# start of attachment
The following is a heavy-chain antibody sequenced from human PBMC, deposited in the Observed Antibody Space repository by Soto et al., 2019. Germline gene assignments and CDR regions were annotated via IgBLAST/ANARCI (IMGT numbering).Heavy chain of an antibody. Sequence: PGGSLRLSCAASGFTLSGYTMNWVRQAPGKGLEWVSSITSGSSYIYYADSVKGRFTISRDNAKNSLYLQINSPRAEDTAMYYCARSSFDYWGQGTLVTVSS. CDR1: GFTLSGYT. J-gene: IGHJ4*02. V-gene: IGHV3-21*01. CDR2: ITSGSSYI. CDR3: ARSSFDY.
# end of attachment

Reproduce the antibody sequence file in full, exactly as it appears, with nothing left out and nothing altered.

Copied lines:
The following is a heavy-chain antibody sequenced from human PBMC, deposited in the Observed Antibody Space repository by Soto et al., 2019. Germline gene assignments and CDR regions were annotated via IgBLAST/ANARCI (IMGT numbering).Heavy chain of an antibody. Sequence: PGGSLRLSCAASGFTLSGYTMNWVRQAPGKGLEWVSSITSGSSYIYYADSVKGRFTISRDNAKNSLYLQINSPRAEDTAMYYCARSSFDYWGQGTLVTVSS. CDR1: GFTLSGYT. J-gene: IGHJ4*02. V-gene: IGHV3-21*01. CDR2: ITSGSSYI. CDR3: ARSSFDY.